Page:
In 1991, the U.S. Geological Survey (USGS) began to implement a full-scale National Water-Quality Assessment (NAWQA) program. The three major objectives of the NAWQA program are to provide a consistent description of current water-quality conditions for a large part of the Nation's water resources, define long-term trends (or lack of trends) in water quality, and identify, describe, and explain the major factors that affect observed water-quality conditions and trends. These objectives will be met by conducting retrospective analyses of existing data; by establishing a nationwide, long-term monitoring network designed to assess existing water-quality conditions and provide a data base for trend analyses; and by conducting process-oriented studies designed to provide a better understanding of the relation between land- and water-use activities and water-quality conditions. The NAWQA program will provide an improved scientific basis for evaluating the effectiveness of water-quality management programs and practices.
The NAWQA program will be implemented through investigations of hydrologic systems in 60 study units that include parts of most major river basins and aquifer systems in the United States. Study units range in size from 1,200 to about 65,000 square miles and incorporate 60 to 70 percent of the Nation's water use and population served by public water supply. The Southern Florida study unit includes most of the southern half of the Florida peninsula and contains a major urban complex of more than 5 million people. The study unit was selected for inclusion in the program beginning in 1993.
The study unit includes all or parts of six physiographic regions: the Lake Wales Ridge, the Flatwoods, the Atlantic Coastal Ridge, the Everglades, the Big Cypress Swamp, and the Mangrove and Coastal Glades (fig. 1). The Lake Wales Ridge consists of well-drained sand hills that range in elevation from about 70 to 300 feet above sea level. The Flatwoods region is characterized by nearly level land that ranges in altitude from sea level to about 100 feet; by water levels that are usually near the land surface; and by pine forest interspersed with sloughs, swamps, lakes, and sluggish streams. The Atlantic Coastal Ridge is a relatively narrow, sandy ridge that extends along the Atlantic coast. The Everglades, Big Cypress Swamp, and Mangrove and Coastal Glades are flat, swampy areas that cover roughly the southern third of the study unit.
The climate in the study unit is subtropical and humid. Average annual temperature in the area is approximately 75 degrees Fahrenheit (°F). Freezing temperatures occur only occasionally.
Annual rainfall in the study unit averages about 53 inches--more than half of which occurs from June through September and is associated with thunderstorms and squalls. During the remainder of the year, rain is usually the result of large frontal systems and is broadly distributed rather than localized. The period October through May constitutes the dry season. Hurricanes sometimes bring severe weather conditions to the area.
The study unit which is predominantly underlain by shallow marine carbonate sediments to depths of about 20,000 feet, contains three major aquifer systems: the Floridan, the intermediate, and the surficial aquifer systems. The confined Floridan aquifer system is the principal source of water in the northern part of the study unit, but water from this aquifer system is too mineralized for most uses in the southern part of the study unit. The semiconfined intermediate aquifer system, which overlies the Floridan, serves as a confining unit for the Floridan and is a source of freshwater for public supply along the Gulf Coast. The surficial aquifer system includes the highly permeable Biscayne aquifer, which is the principal source of potable water for southeastern Florida and has been designated as a "sole-source" drinking water supply by the U.S. Environmental Protection Agency.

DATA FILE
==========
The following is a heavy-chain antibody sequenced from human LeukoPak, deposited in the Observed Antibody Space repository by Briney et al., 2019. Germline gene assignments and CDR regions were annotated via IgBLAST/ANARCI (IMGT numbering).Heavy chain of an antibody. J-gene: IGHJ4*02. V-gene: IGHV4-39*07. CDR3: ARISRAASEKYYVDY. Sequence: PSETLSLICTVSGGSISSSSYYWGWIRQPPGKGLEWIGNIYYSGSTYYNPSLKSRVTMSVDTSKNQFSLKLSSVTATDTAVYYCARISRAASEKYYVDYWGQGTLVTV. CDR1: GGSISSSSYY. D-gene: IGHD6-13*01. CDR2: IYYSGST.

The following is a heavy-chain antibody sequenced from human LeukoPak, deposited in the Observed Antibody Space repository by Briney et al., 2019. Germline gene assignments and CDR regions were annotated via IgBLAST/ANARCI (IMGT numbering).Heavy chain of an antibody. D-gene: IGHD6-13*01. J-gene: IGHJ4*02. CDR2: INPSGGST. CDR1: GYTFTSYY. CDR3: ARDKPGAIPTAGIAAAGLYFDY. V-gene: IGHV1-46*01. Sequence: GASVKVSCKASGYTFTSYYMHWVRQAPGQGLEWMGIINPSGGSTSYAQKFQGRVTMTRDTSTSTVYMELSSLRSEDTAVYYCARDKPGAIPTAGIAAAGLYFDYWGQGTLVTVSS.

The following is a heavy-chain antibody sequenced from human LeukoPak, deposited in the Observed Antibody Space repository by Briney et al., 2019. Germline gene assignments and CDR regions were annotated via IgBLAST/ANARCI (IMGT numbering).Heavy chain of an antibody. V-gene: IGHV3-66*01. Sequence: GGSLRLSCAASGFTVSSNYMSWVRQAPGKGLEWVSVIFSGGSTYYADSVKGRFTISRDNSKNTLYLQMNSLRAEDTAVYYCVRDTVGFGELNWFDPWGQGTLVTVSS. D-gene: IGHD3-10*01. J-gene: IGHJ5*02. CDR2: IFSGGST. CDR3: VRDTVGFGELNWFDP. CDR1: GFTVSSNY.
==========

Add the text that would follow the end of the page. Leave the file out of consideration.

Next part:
Figure 1. Physiographic regions.
The environment of southern Florida has been greatly altered during the last 100 years. Early travelers to southern Florida encountered vast wetlands that virtually spanned the State south of Lake Okeechobee. The largest of these was the Everglades, a wetland of about 2.9 million acres of predominantly peatland covered by tall sawgrass growing in shallow water. Associated plant communities included custard apple trees in swamps south of the lake, submerged and emergent aquatic vegetation in sloughs and wet prairies, tree islands, and mangrove trees in swamps bordering Florida Bay and the Gulf of Mexico. The Everglades was part of the larger KOE watershed, which extended from present-day Orlando to Florida Bay, roughly two-thirds the length of the Florida peninsula (fig. 2). The Kissimmee River meandered through a region of lakes in a 2-mile-wide flood plain south to Lake Okeechobee, a shallow water body of 470,000 acres. When the lake was full, water sometimes overflowed the natural levee that formed the southern rim of the lake into the northern Everglades. Water in the Everglades moved slowly to the south by sheet flow in what was described as the "River of Grass" by Florida author and conservationist Marjory Stoneman Douglas. In normal rainfall years, most of the land was inundated during the rainy season, and during years of heavy rainfall, all but the highest tree islands were flooded. Seasonal flows from the Everglades into Florida Bay and the Gulf of Mexico supported highly productive coastal wetlands. During the dry season, water levels were generally near land surface, and during some years, extreme droughts lowered water levels well below the land surface and severe fires swept over the lands, burning vegetation and peat.